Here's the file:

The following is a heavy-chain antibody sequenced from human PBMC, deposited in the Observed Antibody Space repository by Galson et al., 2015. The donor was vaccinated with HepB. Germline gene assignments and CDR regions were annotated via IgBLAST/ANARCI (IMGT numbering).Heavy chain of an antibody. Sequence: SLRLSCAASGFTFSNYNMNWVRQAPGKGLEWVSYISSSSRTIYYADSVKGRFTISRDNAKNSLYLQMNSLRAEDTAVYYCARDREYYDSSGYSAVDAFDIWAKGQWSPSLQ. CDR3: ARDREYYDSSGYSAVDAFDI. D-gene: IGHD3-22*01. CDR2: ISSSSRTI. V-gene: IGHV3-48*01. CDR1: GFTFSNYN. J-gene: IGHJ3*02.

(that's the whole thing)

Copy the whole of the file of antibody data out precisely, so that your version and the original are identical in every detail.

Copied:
The following is a heavy-chain antibody sequenced from human PBMC, deposited in the Observed Antibody Space repository by Galson et al., 2015. The donor was vaccinated with HepB. Germline gene assignments and CDR regions were annotated via IgBLAST/ANARCI (IMGT numbering).Heavy chain of an antibody. Sequence: SLRLSCAASGFTFSNYNMNWVRQAPGKGLEWVSYISSSSRTIYYADSVKGRFTISRDNAKNSLYLQMNSLRAEDTAVYYCARDREYYDSSGYSAVDAFDIWAKGQWSPSLQ. CDR3: ARDREYYDSSGYSAVDAFDI. D-gene: IGHD3-22*01. CDR2: ISSSSRTI. V-gene: IGHV3-48*01. CDR1: GFTFSNYN. J-gene: IGHJ3*02.